It might be the best summer we’ve had in Scotland in recent memory and certainly the vision of a legion of sunburned beer bellies parading around the streets of Glasgow will be seared onto my retinas for sometime to come, but it’s time to think about the heating for the House at Cuil Bay.
Today I received the sketches for our masonry stove, so while basking in the sun I am casting up a dreich winter day snuggled on a bench against a heated wall and about to take a hot casserole out of the stove’s oven.
The stove designs have come from from StoveMason, based in Brechin. As far as I could tell (from a brief websearch), he is the only company in Scotland installing masonry stoves.
The reason we are going for a masonry stove as it is something that I have seen work really well in Switzerland where we go regularly to see the in-laws. You not only see beautiful masonry stoves inlaid with tiles in old farm houses, but also modern interpretations in brand new houses and apartments. It is an extremely efficient way of using wood fuel as it circulates the hot air around a maze of bricks inside the stove that absorb and retain the heat rather than it being flushed out of the chimney and lost to the house.
Swiss friends tell me that, rather than burning fuel all the time to keep the house warm, you do a couple of intense burns of wood at high temperature, one in the morning to get the house warm for the day, and one in the evening to heat the house for the night. This method appeals to me because, aside from the environmental benefits, since installing our wood burning stove in our terrace house, finding wood has become a rather obsessive activity, and anything that reduces the demand for wood must be a good thing.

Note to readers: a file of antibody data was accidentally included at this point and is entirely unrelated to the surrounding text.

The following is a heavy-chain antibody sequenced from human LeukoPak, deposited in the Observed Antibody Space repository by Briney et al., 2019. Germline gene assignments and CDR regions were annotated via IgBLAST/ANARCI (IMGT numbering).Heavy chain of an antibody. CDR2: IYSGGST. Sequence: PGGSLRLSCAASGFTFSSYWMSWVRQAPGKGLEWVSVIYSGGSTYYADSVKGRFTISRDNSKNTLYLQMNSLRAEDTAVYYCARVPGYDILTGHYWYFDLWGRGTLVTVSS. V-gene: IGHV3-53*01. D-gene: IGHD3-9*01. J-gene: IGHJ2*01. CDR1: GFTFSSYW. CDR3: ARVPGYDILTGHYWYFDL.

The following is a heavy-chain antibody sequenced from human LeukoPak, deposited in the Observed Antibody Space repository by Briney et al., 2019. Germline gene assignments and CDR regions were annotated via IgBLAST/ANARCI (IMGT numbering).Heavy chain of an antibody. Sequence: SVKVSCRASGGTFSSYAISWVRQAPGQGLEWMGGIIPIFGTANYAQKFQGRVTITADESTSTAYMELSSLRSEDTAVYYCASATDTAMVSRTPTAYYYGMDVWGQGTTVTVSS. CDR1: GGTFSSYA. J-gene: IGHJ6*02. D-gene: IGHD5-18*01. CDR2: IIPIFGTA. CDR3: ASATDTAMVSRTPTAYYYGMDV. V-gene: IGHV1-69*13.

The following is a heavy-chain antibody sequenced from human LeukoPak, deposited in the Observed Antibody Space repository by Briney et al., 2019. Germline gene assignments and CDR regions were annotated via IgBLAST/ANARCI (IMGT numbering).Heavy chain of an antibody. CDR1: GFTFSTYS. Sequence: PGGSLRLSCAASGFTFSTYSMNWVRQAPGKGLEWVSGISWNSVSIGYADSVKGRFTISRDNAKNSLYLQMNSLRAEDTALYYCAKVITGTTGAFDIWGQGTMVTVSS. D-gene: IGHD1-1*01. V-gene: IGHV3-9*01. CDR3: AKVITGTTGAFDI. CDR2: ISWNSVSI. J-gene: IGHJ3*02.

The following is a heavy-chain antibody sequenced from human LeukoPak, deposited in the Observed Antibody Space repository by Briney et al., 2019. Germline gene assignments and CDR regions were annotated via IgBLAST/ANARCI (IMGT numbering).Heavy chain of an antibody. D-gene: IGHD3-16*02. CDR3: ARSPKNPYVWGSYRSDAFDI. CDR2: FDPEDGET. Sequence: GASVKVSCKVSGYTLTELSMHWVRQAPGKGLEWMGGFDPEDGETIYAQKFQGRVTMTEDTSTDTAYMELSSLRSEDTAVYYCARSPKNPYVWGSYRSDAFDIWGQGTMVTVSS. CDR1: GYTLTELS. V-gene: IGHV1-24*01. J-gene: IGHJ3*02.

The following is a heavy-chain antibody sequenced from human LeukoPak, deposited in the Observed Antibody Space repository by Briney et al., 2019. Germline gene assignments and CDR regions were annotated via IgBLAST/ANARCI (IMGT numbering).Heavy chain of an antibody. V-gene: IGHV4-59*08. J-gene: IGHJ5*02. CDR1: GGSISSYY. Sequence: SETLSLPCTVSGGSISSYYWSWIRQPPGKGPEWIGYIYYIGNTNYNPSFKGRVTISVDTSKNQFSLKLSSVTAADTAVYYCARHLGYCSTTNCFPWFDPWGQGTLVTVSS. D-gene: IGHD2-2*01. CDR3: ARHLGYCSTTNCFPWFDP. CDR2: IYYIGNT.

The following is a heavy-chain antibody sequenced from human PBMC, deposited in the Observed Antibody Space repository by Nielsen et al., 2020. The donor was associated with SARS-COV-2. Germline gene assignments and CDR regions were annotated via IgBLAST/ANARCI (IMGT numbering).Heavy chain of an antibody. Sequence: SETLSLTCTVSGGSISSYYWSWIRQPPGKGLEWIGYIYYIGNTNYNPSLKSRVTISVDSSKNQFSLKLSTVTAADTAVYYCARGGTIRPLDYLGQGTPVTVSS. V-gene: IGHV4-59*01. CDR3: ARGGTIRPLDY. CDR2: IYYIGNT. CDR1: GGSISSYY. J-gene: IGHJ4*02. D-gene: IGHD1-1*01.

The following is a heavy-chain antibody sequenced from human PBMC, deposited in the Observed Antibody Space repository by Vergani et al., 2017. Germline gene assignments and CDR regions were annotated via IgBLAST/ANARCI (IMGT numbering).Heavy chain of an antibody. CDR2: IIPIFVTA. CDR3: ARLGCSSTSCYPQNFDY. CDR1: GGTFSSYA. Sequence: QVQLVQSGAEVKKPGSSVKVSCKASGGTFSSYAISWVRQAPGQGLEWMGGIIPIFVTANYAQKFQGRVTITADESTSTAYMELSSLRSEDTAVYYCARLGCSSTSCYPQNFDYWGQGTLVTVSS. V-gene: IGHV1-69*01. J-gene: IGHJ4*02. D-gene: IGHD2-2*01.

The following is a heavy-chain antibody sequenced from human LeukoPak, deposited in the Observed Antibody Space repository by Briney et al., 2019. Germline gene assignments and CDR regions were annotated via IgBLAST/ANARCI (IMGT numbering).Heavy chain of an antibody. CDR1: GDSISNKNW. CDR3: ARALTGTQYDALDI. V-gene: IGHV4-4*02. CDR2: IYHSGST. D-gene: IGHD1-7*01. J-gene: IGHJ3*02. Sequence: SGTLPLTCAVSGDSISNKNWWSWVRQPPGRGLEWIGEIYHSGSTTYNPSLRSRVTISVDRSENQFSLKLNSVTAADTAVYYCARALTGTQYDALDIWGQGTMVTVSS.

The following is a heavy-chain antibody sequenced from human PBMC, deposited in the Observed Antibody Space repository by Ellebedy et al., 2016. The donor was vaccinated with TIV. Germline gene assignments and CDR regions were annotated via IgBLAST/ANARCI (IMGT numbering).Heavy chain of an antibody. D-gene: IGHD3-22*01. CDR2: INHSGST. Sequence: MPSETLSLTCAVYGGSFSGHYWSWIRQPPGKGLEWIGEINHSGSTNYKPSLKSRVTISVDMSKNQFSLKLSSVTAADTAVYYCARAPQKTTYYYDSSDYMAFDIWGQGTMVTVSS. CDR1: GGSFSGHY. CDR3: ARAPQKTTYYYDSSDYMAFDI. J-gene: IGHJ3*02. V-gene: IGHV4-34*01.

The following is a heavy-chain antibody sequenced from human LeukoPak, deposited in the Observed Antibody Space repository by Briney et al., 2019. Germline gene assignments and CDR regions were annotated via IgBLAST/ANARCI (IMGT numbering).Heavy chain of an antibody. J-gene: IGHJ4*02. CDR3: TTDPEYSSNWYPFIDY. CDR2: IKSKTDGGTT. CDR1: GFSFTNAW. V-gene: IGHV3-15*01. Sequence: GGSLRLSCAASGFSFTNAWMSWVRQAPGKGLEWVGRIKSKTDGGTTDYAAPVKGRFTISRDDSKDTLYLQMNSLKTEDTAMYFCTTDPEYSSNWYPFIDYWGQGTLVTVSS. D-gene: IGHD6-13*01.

The other appeal is that they are just wonderful. You can have a baking oven, a heated seat or bench, heated walls and a heated panel upstairs as well. We have designed the house with the intention of having the masonry stove right in the centre. It will have a heated wall next to a bench in the hall, an oven for casseroles (bread/pizza? – not sure whether it gets hot enough) in the kitchen and the main part of the stove in the main living area of the house.
If we would be moving there straight away then I think we would consider having the masonry stove as our main source of heat but, given that we will be renting the house out, I think that we will need to complement it with an automated system that needs no human input and that we can operate remotely to ensure the house is warm for holiday arrivals. We haven’t quite decided what this is likely to be, but I can assure you that a blog will follow on this soon enough.
More on masonry stoves here
Just put an electric storage heater for the low level stop the pipes from freezing heating.
Thanks Kieran. Good point. Am also thinking about how to keep people warm if they are staying there and want a more conventionally-operated heating system.
Pingback: More on my Masonry Stove | Cuil Things to do